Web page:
Today, the nation finally gets to stop talking about deflated balls and finally gets around to... watching some very expensive TV commercials. Of course, the Super Bowl is much bigger than touchdowns, field goals or celebratory crotch grabs; it's about the joy of a frequently divided country sharing a common experience -- deciding whether you prefer beer ads with or without cute animals. Meanwhile, that new reality show Desperate Leaders of the Western Hemisphere took a dramatic turn with Speaker Boehner claiming he told Israeli Ambassador Ron Dermer not to tell President Obama about Prime Minister Netanhayu's planned speech to Congress. It's like high school -- if the stakes were, instead of a ruined prom, nuclear war. And on Friday, Mitt Romney let some of the air out of the 2016 GOP race with his announcement that he wouldn't be assembling the old team one last time after all. It was Deflategate for the top one percent. Go Seahawks... or Patriots!
Within a matter of minutes, GoDaddy went from having a carefully crafted Super Bowl spot to having a major PR disaster. By moving quickly, GoDaddy limited the damage. This is how brand managers need to approach marketing today.
This year 184 million Americans will watch the Super Bowl and over 40 million will host a Super Bowl party. Below are ten interesting facts, not related to deflate-gate.
The first order question remains as to whether to advertise in the Super Bowl, but a second order question now exists: what should a brand do around the Super Bowl?
The outpouring support for Marshawn Lynch over the last few weeks stands in stark contrast to the way he was viewed earlier in his career as a Buffalo Bill. Then, and even following his trade to the Seattle Seahawks, Lynch was considered something of a pariah, unable to keep it together on and off the field.
Are you ready for some football? How about some team-inspired interiors? These homes are showing their Boston Patriot and Seattle Seahawk pride, but not with framed jerseys or team flags.
The NFL missed the mark in many, many ways. But that doesn't mean they can't rectify those mistakes as they gear up for a new season. Moreover, the NFL inadvertently launched a national dialogue around domestic violence -- a dialogue that we all need to continue.
The perpetuation of the Super Bowl myth has potentially harmful consequences. By making the domestic violence about the date on the calendar rather than the reprehensible act itself, the game becomes yet one more excuse in the arsenal of apologies for domestic violence.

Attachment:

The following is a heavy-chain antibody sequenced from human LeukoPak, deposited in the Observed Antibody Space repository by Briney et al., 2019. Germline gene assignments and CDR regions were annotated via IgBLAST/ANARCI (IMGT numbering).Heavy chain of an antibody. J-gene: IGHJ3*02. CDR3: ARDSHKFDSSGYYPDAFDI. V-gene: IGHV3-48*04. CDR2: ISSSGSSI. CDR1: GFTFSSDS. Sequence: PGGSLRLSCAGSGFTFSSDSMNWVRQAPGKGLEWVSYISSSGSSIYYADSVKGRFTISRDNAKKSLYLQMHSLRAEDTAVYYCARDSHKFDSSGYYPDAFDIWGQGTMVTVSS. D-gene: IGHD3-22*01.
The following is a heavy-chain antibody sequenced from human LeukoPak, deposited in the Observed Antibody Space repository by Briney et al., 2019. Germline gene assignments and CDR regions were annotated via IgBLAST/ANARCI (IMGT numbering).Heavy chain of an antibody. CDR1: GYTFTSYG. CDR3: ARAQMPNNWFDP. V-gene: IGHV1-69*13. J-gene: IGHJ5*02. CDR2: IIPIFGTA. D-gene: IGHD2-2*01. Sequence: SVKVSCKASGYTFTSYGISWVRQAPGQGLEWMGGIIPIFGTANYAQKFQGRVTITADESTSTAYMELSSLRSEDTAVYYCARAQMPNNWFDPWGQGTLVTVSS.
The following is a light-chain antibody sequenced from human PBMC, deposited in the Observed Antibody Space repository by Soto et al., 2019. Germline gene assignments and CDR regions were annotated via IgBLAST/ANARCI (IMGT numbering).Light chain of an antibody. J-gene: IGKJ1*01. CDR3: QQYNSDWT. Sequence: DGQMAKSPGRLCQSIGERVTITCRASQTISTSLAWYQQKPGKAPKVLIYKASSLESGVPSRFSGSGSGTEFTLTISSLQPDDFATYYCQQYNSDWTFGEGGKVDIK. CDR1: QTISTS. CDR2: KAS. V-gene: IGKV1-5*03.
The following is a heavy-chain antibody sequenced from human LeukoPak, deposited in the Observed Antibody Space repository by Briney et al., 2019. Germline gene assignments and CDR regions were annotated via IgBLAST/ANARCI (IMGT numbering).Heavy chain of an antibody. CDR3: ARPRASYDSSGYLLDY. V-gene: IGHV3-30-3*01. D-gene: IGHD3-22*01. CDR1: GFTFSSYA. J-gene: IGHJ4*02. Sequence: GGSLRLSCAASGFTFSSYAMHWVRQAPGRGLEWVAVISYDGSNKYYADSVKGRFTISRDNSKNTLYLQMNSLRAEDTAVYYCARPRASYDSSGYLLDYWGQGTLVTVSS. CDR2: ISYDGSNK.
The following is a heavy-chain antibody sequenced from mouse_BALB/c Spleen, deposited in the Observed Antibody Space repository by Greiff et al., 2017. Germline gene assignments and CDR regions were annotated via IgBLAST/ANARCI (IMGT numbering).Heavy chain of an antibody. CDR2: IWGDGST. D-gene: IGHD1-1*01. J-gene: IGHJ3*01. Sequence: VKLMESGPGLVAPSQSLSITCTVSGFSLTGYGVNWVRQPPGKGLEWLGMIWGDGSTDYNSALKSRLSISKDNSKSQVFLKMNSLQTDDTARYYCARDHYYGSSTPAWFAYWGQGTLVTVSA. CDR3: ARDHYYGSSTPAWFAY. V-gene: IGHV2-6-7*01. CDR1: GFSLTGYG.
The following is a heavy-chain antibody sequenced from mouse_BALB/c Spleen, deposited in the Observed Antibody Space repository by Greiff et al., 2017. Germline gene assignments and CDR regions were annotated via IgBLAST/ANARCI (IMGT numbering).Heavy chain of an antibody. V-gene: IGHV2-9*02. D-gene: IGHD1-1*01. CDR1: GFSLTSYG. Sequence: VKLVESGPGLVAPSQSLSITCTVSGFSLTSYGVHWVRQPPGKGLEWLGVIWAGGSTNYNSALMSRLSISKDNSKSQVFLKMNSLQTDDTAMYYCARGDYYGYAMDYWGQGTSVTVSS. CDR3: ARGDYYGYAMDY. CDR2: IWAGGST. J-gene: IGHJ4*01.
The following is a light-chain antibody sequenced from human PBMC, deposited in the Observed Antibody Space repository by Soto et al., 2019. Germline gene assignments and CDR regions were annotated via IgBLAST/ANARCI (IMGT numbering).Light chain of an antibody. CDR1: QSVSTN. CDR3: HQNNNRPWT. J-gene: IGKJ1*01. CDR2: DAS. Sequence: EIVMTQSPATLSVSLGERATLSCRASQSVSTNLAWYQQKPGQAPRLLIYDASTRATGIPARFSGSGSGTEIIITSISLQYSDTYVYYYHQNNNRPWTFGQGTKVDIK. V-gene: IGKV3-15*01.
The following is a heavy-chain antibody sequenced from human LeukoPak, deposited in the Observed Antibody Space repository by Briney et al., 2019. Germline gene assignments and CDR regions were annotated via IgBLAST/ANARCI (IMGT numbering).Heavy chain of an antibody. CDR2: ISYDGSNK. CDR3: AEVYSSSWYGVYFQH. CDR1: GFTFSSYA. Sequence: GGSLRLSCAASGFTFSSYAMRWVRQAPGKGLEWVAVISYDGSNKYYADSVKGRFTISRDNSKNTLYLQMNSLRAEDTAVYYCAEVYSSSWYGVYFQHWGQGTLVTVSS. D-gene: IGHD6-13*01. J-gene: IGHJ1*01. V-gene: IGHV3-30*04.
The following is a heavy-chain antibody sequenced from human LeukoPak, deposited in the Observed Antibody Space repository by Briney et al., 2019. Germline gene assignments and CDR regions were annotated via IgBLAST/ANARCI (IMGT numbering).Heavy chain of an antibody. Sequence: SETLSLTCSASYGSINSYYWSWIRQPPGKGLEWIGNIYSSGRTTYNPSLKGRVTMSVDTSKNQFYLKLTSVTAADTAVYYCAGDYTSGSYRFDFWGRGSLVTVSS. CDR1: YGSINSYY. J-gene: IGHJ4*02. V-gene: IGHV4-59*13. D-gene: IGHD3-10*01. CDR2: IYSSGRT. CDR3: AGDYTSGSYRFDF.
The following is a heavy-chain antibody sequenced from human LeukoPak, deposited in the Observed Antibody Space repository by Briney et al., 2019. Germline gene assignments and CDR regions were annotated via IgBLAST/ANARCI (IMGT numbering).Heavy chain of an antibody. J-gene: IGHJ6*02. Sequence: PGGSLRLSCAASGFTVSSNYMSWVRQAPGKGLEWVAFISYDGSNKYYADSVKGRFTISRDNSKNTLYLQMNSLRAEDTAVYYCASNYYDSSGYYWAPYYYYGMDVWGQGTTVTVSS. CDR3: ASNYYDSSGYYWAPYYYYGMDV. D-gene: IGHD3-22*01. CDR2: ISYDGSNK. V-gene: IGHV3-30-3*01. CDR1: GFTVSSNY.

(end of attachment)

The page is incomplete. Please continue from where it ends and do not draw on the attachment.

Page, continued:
With a playbook equipped with these five strategies, marketers will be well prepped for any game-day blitz or deflated footballs that might come their way.
With so many Super Bowl advertisers pre-releasing or teasing their advertising before the game, the commentary and speculation has been at full tilt. But I have to say, it's all leaving many people asking -- where's the magic?
With only a couple days to game time, the clock is ticking on your big game party prep! Is your home ready for a crowd of cheering party-goers and guests to come get their game on?
As we head into the big game with chips and dip in hand and Deflategate jokes ready to roll, I turned to a leading expert on the topic of Super Bowl advertising, Tony Ponturo of The Kirmser/Ponturo Group, to get his take on the formulas that will ultimately define this year's advertising winners and losers.
Why do I have an unfavorable impression of most Super Bowl ads? It's quite simple. Most of them don't work. They cost a lot and produce questionable returns to those that pay for them.
I know it's still too early to really judge what we will see, and I may certainly be wrong... but I thought it would be fun to throw out three predictions for 2015 Super Bowl advertising that I'm betting we'll see. I'd rather bet on this in Vegas than on who will actually win the game.
Ever since the iconic 1984 Macintosh commercial from Apple, the intrigue of who's going to do what for their Super Bowl ad has become a spectator sport. It should be even bigger this year, and NBC is counting on it.
On the surface, having a few spots left over in late November doesn't seem like a big concern. For a typical show, this would indeed be the case. The problem is that the Super Bowl isn't a typical show.